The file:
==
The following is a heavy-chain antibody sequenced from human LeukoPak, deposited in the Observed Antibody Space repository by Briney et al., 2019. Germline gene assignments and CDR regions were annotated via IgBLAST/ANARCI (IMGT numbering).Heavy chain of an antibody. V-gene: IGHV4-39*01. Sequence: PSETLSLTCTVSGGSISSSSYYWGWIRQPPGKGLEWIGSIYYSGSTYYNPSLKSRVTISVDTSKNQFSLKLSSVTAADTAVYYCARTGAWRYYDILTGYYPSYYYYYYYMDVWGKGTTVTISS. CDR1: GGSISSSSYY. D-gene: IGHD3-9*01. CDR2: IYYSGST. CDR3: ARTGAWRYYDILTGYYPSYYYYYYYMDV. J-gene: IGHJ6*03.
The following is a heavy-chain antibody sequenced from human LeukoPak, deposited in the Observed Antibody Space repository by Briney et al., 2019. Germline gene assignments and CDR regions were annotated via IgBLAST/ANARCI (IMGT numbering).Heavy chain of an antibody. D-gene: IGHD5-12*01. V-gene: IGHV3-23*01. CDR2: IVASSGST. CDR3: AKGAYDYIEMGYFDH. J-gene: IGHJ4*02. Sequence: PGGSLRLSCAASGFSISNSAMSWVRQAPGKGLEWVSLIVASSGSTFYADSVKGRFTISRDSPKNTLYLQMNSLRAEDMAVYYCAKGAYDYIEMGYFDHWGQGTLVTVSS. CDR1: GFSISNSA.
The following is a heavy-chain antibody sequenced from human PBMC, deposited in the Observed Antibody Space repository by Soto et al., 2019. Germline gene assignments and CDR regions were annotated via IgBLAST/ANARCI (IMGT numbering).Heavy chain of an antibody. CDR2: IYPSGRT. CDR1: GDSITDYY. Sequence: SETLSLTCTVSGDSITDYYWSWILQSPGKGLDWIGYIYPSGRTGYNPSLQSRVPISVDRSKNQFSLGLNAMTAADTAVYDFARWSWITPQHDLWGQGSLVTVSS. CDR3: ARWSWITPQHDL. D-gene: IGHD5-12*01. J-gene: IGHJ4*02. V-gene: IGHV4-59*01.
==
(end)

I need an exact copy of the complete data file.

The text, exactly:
The following is a heavy-chain antibody sequenced from human LeukoPak, deposited in the Observed Antibody Space repository by Briney et al., 2019. Germline gene assignments and CDR regions were annotated via IgBLAST/ANARCI (IMGT numbering).Heavy chain of an antibody. V-gene: IGHV4-39*01. Sequence: PSETLSLTCTVSGGSISSSSYYWGWIRQPPGKGLEWIGSIYYSGSTYYNPSLKSRVTISVDTSKNQFSLKLSSVTAADTAVYYCARTGAWRYYDILTGYYPSYYYYYYYMDVWGKGTTVTISS. CDR1: GGSISSSSYY. D-gene: IGHD3-9*01. CDR2: IYYSGST. CDR3: ARTGAWRYYDILTGYYPSYYYYYYYMDV. J-gene: IGHJ6*03.
The following is a heavy-chain antibody sequenced from human LeukoPak, deposited in the Observed Antibody Space repository by Briney et al., 2019. Germline gene assignments and CDR regions were annotated via IgBLAST/ANARCI (IMGT numbering).Heavy chain of an antibody. D-gene: IGHD5-12*01. V-gene: IGHV3-23*01. CDR2: IVASSGST. CDR3: AKGAYDYIEMGYFDH. J-gene: IGHJ4*02. Sequence: PGGSLRLSCAASGFSISNSAMSWVRQAPGKGLEWVSLIVASSGSTFYADSVKGRFTISRDSPKNTLYLQMNSLRAEDMAVYYCAKGAYDYIEMGYFDHWGQGTLVTVSS. CDR1: GFSISNSA.
The following is a heavy-chain antibody sequenced from human PBMC, deposited in the Observed Antibody Space repository by Soto et al., 2019. Germline gene assignments and CDR regions were annotated via IgBLAST/ANARCI (IMGT numbering).Heavy chain of an antibody. CDR2: IYPSGRT. CDR1: GDSITDYY. Sequence: SETLSLTCTVSGDSITDYYWSWILQSPGKGLDWIGYIYPSGRTGYNPSLQSRVPISVDRSKNQFSLGLNAMTAADTAVYDFARWSWITPQHDLWGQGSLVTVSS. CDR3: ARWSWITPQHDL. D-gene: IGHD5-12*01. J-gene: IGHJ4*02. V-gene: IGHV4-59*01.